It seems fated that Zellie should fall in love with Avery. He’s the son of her mom’s high school sweetheart. When she learns the feelings are mutual everything seems perfect, until a jarring vision of his death shakes her to her core. She learns these visions are hereditary and will come true if the two stay together. Zellie has to decide whether to stay away from Avery to save his or life or risk everything and find out how to change the future. Although the teen dialogue comes off as a bit stereotypical, the characters themselves are developed, and the emotions ring true. If you're looking for a paranormal book for your teen with a strong heroine and no vampires, try out this book.

The Contamination Series, Books 0-3
Source: Author Website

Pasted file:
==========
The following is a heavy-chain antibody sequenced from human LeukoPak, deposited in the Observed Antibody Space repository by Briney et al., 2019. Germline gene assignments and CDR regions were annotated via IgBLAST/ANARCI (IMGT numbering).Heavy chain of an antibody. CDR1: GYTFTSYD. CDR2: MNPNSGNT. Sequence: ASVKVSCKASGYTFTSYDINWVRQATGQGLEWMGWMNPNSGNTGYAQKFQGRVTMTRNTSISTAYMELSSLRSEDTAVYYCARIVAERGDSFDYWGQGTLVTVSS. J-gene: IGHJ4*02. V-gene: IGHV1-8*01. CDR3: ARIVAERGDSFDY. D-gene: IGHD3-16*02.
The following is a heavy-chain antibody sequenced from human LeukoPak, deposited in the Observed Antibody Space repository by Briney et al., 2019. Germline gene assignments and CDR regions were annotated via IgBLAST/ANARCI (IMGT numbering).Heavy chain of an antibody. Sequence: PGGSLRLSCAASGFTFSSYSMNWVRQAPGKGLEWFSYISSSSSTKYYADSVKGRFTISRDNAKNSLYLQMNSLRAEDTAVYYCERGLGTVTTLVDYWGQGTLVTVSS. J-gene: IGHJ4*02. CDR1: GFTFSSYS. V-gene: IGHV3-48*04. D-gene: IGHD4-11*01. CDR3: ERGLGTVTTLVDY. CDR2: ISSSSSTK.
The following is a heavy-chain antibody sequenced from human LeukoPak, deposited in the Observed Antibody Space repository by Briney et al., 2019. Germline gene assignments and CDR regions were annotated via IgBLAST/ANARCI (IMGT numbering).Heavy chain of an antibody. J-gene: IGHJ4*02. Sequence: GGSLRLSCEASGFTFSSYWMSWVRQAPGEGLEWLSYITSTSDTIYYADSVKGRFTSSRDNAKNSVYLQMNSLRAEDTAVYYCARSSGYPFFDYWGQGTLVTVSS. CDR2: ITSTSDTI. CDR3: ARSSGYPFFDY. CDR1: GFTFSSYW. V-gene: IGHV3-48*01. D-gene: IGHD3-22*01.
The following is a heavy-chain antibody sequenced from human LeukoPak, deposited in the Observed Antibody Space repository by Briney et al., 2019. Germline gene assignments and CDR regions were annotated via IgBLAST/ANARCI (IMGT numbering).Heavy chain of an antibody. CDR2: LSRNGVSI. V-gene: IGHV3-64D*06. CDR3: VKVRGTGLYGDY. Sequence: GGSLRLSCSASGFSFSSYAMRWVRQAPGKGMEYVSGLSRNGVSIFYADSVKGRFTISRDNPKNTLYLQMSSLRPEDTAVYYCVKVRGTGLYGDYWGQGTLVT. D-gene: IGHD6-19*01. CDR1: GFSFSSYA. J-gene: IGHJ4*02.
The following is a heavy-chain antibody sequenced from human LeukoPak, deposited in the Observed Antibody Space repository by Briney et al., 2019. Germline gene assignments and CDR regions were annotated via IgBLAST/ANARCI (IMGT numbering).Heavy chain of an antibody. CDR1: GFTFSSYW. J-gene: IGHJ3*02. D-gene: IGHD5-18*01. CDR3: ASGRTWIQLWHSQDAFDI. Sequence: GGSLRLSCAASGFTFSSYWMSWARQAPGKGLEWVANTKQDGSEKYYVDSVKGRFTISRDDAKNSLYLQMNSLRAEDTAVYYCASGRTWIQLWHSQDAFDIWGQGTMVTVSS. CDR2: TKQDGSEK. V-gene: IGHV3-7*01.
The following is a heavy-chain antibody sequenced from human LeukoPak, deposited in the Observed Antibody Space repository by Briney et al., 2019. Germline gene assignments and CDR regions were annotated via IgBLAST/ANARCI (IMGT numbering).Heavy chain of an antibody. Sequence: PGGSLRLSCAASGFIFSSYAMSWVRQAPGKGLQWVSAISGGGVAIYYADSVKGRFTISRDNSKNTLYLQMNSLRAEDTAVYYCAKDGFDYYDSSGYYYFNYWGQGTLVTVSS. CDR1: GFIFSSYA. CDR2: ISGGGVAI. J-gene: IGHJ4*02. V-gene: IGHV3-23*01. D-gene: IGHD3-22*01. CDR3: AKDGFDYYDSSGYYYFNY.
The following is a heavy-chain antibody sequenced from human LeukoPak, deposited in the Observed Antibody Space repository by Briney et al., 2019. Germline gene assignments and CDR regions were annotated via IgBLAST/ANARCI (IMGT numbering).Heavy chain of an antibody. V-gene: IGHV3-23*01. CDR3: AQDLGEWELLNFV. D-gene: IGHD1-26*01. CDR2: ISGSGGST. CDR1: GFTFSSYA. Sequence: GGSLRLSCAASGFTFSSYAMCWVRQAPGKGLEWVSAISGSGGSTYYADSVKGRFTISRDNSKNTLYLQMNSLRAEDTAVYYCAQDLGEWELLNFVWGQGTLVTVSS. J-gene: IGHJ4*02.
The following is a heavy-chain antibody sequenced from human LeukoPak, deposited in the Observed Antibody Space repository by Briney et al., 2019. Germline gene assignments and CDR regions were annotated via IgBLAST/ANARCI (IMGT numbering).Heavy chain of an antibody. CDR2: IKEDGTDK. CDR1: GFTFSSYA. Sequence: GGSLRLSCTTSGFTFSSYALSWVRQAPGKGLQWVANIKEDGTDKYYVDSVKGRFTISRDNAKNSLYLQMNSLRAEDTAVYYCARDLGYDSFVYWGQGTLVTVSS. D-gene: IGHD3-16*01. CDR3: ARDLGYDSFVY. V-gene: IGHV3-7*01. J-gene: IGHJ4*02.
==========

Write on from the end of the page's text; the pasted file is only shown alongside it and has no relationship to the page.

This isn’t the R.L. Stine books you might have enjoyed when you were younger. Piperbrook adds a new layer to the horror/suspense genre. A strange virus has mysteriously infected almost everyone in the tri-state area turning them into mindless killing machines. It’s up to a band of survivors to fight back the horde and find the answer to how this plague started. Piperbrook weaves a plot full of conspiracy and action while also developing rich and likable characters. While it might not be a thought-provoking story of redemption, it is definitely a page turner.

Awaken: The Sorcha Series, Book 1
Source: Author Website
After the death of their father, twins Lucas and Lily realize that they have a special gift. Years later when they enroll in college, they learn their true identities as Sorchas—warriors of light that fight against evil—and they learn they are not alone. There are ten others, each with their own different spiritual gifts. Alford and Smith breathe life into their characters by introducing unique personality traits and quirks. By the time the action starts, you are already invested in their lives and choices. The character development makes the suspenseful plot and sudden twists more dramatic.


Source: Publisher Website
Nariko’s Map: Legends of the Kunoichi, Book 1
Alex Redwood